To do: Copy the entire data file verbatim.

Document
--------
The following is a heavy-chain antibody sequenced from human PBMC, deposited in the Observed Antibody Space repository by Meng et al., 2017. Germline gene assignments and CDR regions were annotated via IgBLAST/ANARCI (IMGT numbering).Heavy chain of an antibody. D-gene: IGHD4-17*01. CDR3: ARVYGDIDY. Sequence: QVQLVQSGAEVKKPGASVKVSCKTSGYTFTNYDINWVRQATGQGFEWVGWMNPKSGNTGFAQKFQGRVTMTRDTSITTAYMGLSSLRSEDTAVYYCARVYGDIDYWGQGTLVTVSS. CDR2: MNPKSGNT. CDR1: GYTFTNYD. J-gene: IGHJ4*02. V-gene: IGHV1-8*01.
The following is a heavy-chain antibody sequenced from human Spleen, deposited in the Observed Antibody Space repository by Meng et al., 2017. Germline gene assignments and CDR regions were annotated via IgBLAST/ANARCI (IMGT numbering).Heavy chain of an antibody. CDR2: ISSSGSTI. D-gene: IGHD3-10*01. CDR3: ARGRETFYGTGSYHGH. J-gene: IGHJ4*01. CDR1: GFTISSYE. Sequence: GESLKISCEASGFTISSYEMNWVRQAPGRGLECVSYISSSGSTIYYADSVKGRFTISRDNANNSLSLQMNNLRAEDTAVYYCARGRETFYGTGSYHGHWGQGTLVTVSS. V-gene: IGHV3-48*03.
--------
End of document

The following is a heavy-chain antibody sequenced from human PBMC, deposited in the Observed Antibody Space repository by Meng et al., 2017. Germline gene assignments and CDR regions were annotated via IgBLAST/ANARCI (IMGT numbering).Heavy chain of an antibody. D-gene: IGHD4-17*01. CDR3: ARVYGDIDY. Sequence: QVQLVQSGAEVKKPGASVKVSCKTSGYTFTNYDINWVRQATGQGFEWVGWMNPKSGNTGFAQKFQGRVTMTRDTSITTAYMGLSSLRSEDTAVYYCARVYGDIDYWGQGTLVTVSS. CDR2: MNPKSGNT. CDR1: GYTFTNYD. J-gene: IGHJ4*02. V-gene: IGHV1-8*01.
The following is a heavy-chain antibody sequenced from human Spleen, deposited in the Observed Antibody Space repository by Meng et al., 2017. Germline gene assignments and CDR regions were annotated via IgBLAST/ANARCI (IMGT numbering).Heavy chain of an antibody. CDR2: ISSSGSTI. D-gene: IGHD3-10*01. CDR3: ARGRETFYGTGSYHGH. J-gene: IGHJ4*01. CDR1: GFTISSYE. Sequence: GESLKISCEASGFTISSYEMNWVRQAPGRGLECVSYISSSGSTIYYADSVKGRFTISRDNANNSLSLQMNNLRAEDTAVYYCARGRETFYGTGSYHGHWGQGTLVTVSS. V-gene: IGHV3-48*03.